In this talk, We investigate whether abstract differential operator with the symbol polynomial generates integrated semigroup and regularized semigroup by making different conditions. The application to partial differential operators with constant coefficients can be obtained immediately on several different function spaces. In particular, more exact results are obtained for pseudodifferential operator on certain function space. Finally, the results are applied to partial differential equations and compared by the size of their initial value spaces. It turns out that the regularized semigroup is an appropriate tool for non-elliptic partial differential operators and is far superior to the integrated semigroup approach. Similarly, corresponding results are obtained for integrated cosine function and regularized cosine function.

TIME: 1:30p.m.-2:30p.m., Friday, Nov. 22th.

PLACE: N638 Ross Building

Friday, Nov. 15th, 2002

TITLE: The Pricing of Options for Security Markets with Delayed Response

SPEAKER: Yuriy Kazmerchuk, York University

ABSTRACT:

We consider (B,S)-securities market with a standard riskless asset (bond) and a risky asset (stock) with stochastic volatility depending on time and the history of stock price.

We state some results on option pricing in such market and its completeness. A continuous-time analogue of GARCH model for our stochastic volatility is proposed.

We then show that the equation for the expected squared volatility under risk-neutral measure is a deterministic delay differential equation, and we construct the solutions for such an equation. We also derive the partial integro-differential equation for the evaluation function with boundary conditions defined by the option final payoff function.

And, finally, we propose numerical and estimation procedures for above model and show the comparison of numerical results.

TIME: 1:30p.m.-2:30p.m., Friday, Nov. 15th.

PLACE: N638 Ross Building

Friday, Nov. 8th, 2002

TITLE: Towards mechanistic models of biological systems: predicting stem cell responses

SPEAKER: Peter Zandstra, University of Toronto

ABSTRACT:

Our inability to quantitatively predict stem cell fate limits the use of these cells in a variety of therapeutic applications. While significant inroads have been made in investigating the native or plastic potential of stem cells from adult, embryonic and fetal origins, strategies to control or direct the differentiation of these cells to produce large numbers of purified stem or differentiated cells is at a relatively early stage. A systematic and computational approach would assist in the identification and characterization of parameters that regulate stem cell responses; these parameters can then be further engineered to produce desired cells or cell products. Most computational models of stem cell determination events describe observed data without detailing the underlying regulatory mechanisms, thus limiting the effective and controlled exploitation of stem cells for clinical applications. Our integrated experimental and computational approach allows us to evaluate different mechanisms of stem cell fate regulation, and is useful in the design and development of experiments to improve stem cell culture systems.

TIME: 1:30p.m.-2:30p.m., Friday, Nov. 8th.

PLACE: N638 Ross Building

Friday, Oct. 25th, 2002

TITLE: Stochastic Dynamical Systems in Biology and Finance

SPEAKER: Anatoliy Swishchuk, York University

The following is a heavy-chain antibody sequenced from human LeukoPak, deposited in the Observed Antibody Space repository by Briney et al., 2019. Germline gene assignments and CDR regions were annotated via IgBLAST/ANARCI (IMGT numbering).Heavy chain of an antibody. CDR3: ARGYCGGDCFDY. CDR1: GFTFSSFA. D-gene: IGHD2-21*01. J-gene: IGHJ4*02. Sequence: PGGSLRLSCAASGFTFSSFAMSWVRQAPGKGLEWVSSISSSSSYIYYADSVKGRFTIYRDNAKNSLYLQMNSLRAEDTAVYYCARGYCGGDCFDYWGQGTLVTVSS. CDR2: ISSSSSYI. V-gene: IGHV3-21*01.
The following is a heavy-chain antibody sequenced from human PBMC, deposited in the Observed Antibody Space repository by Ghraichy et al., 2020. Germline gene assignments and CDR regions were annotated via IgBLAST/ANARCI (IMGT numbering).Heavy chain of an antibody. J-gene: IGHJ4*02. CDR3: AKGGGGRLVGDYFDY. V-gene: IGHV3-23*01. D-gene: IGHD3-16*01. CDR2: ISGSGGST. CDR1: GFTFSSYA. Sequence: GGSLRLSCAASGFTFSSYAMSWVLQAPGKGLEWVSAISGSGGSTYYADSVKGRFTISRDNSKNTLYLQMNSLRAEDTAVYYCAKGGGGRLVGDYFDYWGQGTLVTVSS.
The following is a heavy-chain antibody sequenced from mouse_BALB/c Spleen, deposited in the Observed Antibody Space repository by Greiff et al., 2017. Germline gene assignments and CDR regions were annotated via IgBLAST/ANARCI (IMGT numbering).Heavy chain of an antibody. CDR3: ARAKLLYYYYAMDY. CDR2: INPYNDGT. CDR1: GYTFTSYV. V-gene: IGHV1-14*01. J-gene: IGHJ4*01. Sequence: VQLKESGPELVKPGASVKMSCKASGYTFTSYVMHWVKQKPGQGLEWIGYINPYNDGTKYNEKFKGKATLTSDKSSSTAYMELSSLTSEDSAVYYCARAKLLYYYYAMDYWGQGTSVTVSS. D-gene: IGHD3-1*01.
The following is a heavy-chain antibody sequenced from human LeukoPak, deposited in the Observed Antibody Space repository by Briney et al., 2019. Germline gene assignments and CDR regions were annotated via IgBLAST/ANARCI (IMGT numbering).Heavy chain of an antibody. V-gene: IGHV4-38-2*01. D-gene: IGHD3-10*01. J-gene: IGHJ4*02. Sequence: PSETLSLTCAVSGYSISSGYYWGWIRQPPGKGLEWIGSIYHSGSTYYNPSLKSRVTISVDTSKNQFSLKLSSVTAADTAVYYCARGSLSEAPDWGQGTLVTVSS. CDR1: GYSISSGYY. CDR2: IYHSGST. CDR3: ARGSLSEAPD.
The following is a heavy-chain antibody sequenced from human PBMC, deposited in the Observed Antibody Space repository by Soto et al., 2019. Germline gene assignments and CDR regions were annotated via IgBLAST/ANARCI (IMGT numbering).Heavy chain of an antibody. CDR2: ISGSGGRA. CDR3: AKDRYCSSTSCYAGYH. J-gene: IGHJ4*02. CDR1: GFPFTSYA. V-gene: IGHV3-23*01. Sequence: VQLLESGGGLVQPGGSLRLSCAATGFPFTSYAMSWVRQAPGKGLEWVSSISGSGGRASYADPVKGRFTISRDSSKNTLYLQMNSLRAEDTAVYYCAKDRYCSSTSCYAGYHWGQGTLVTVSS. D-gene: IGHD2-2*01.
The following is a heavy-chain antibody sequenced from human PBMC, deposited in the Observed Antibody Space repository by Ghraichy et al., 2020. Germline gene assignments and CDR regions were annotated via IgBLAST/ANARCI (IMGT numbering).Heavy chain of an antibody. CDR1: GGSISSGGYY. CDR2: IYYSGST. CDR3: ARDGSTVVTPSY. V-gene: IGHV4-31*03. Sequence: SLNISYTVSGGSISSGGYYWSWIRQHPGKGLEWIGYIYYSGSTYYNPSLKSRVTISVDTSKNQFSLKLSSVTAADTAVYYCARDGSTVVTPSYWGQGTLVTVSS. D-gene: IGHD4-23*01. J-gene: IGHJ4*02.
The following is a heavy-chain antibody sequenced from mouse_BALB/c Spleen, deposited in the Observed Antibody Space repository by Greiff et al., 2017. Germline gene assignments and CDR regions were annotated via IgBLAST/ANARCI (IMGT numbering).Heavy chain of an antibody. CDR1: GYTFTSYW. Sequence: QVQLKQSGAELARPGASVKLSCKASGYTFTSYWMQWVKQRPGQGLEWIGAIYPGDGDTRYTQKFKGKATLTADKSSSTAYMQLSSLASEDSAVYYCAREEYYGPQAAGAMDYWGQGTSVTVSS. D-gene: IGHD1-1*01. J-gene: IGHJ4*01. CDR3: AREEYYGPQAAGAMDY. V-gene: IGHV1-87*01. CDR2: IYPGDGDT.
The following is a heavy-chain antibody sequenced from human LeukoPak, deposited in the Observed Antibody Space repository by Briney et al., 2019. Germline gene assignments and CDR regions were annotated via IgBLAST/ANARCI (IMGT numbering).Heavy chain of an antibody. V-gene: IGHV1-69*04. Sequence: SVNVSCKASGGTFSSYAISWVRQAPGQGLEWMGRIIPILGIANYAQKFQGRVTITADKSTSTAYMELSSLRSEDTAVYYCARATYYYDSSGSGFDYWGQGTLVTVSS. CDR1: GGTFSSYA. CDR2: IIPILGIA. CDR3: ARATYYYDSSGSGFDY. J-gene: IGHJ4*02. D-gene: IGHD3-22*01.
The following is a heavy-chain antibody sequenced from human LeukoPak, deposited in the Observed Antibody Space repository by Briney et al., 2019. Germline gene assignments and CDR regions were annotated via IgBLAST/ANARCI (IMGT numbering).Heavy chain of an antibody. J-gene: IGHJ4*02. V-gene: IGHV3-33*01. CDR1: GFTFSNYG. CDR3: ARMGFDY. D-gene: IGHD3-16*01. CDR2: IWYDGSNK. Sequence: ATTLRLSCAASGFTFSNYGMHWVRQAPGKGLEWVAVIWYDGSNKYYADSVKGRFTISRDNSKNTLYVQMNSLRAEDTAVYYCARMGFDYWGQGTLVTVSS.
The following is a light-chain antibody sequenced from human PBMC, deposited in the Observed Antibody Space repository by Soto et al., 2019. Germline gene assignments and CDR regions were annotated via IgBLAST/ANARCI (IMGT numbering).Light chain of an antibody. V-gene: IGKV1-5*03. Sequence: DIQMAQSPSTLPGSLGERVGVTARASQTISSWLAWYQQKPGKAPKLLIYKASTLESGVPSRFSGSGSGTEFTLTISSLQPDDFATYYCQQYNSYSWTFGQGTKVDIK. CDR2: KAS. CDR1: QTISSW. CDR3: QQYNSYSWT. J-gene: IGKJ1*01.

ABSTRACT:

The talk is devoted to stochastic dynamical systems arising in biology and finance, and consists of two parts:

(1) biological systems in random media;
(2) stochastic financial systems with delayed volatility.

The first part deals with the limit theorems and stability for biological systems in random media. The second part is devoted to the study of (B,S)-securities markets with delayed volatility: completeness, equation for expectation of volatility, option pricing formula.

TIME: 1:30p.m.-2:30p.m., Friday, Oct. 25th.

PLACE: N638 Ross Building

Friday, Oct. 18th, 2002

TITLE: Multiphysics Modeling

SPEAKER: Bjorn Sjodin, COMSOL, Inc.

ABSTRACT:

This seminar will present a study of the applicability of mathematical modeling in engineering. Models will be built interactively from scratch to allow the audience to give their input and to alter the modeling process itself. The idea will be to show the benefits of modeling in an education environment, as a compliment to theoretical and experimental studies.

The seminar will specifically look at:

(1) Coupled momentum and heat transfer in flow through a heat exchanger
(2) Solving fundamental physics on complex geometries, using weak formulations
(3) Specifying two-phase flow in the general mode of FEMLAB
(4) Coupling 2D and 3D geometries in a structural mechanics/acoustics multiphysics problem
(5) Command line programming from the MATLAB environment

Based on MATLAB, FEMLAB is a modeling tool that solves any arbitrary nonlinear coupled Partial Differential Equation. It also consists of specialized application modules for Chemical Engineering/Transport Phenomena, Structural Mechanics and Electromagnetics. Further information can be found at www.comsol.com

Physics can be applied in FEMLAB as model equations in tailored, ready-to-use forms, or specified freely to suit any arbitrary type of physical phenomenon (linear, non-linear or time dependent). Several problems can be combined and coupled in a single model - multiphysics modeling - meaning that your simulations can encompass all fields of physics and engineering.

TIME: 1:30p.m.-3:30p.m., Friday, Oct. 18th.

PLACE: N638 Ross Building

Friday, Oct. 11th, 2002

TITLE: Optimal Quadratic and Cubic Spline Collocation on Non-Uniform Partitions

SPEAKER: Christina C. Christara, University of Toronto

ABSTRACT: